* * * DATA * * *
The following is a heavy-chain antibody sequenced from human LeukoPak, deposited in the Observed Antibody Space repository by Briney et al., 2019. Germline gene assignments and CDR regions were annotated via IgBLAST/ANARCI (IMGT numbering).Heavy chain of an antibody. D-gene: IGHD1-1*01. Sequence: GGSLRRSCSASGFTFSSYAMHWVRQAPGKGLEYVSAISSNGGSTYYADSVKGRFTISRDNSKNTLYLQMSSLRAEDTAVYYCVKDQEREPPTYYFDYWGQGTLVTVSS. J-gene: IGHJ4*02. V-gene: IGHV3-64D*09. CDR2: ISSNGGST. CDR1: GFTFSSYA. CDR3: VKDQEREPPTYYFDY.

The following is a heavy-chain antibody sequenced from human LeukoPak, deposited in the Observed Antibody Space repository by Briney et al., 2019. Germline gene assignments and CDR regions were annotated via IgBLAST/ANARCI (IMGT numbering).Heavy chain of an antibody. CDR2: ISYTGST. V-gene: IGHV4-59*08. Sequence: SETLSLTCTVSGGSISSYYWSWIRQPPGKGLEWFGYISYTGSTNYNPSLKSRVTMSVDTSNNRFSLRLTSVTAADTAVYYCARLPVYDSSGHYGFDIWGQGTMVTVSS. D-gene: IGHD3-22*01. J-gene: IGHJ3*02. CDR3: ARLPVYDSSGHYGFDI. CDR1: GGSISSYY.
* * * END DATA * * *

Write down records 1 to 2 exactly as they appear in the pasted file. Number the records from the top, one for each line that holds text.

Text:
The following is a heavy-chain antibody sequenced from human LeukoPak, deposited in the Observed Antibody Space repository by Briney et al., 2019. Germline gene assignments and CDR regions were annotated via IgBLAST/ANARCI (IMGT numbering).Heavy chain of an antibody. D-gene: IGHD1-1*01. Sequence: GGSLRRSCSASGFTFSSYAMHWVRQAPGKGLEYVSAISSNGGSTYYADSVKGRFTISRDNSKNTLYLQMSSLRAEDTAVYYCVKDQEREPPTYYFDYWGQGTLVTVSS. J-gene: IGHJ4*02. V-gene: IGHV3-64D*09. CDR2: ISSNGGST. CDR1: GFTFSSYA. CDR3: VKDQEREPPTYYFDY.

The following is a heavy-chain antibody sequenced from human LeukoPak, deposited in the Observed Antibody Space repository by Briney et al., 2019. Germline gene assignments and CDR regions were annotated via IgBLAST/ANARCI (IMGT numbering).Heavy chain of an antibody. CDR2: ISYTGST. V-gene: IGHV4-59*08. Sequence: SETLSLTCTVSGGSISSYYWSWIRQPPGKGLEWFGYISYTGSTNYNPSLKSRVTMSVDTSNNRFSLRLTSVTAADTAVYYCARLPVYDSSGHYGFDIWGQGTMVTVSS. D-gene: IGHD3-22*01. J-gene: IGHJ3*02. CDR3: ARLPVYDSSGHYGFDI. CDR1: GGSISSYY.